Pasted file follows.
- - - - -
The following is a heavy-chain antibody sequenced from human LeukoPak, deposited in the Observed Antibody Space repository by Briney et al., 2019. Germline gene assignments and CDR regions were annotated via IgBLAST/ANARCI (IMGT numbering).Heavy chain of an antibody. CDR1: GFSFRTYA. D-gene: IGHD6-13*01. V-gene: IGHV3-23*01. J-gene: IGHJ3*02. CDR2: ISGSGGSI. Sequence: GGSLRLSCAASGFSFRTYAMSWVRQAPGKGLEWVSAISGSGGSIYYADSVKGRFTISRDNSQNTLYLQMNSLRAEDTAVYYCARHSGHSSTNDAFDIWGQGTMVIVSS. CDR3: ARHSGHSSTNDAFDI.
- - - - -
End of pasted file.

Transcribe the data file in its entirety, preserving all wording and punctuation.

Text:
The following is a heavy-chain antibody sequenced from human LeukoPak, deposited in the Observed Antibody Space repository by Briney et al., 2019. Germline gene assignments and CDR regions were annotated via IgBLAST/ANARCI (IMGT numbering).Heavy chain of an antibody. CDR1: GFSFRTYA. D-gene: IGHD6-13*01. V-gene: IGHV3-23*01. J-gene: IGHJ3*02. CDR2: ISGSGGSI. Sequence: GGSLRLSCAASGFSFRTYAMSWVRQAPGKGLEWVSAISGSGGSIYYADSVKGRFTISRDNSQNTLYLQMNSLRAEDTAVYYCARHSGHSSTNDAFDIWGQGTMVIVSS. CDR3: ARHSGHSSTNDAFDI.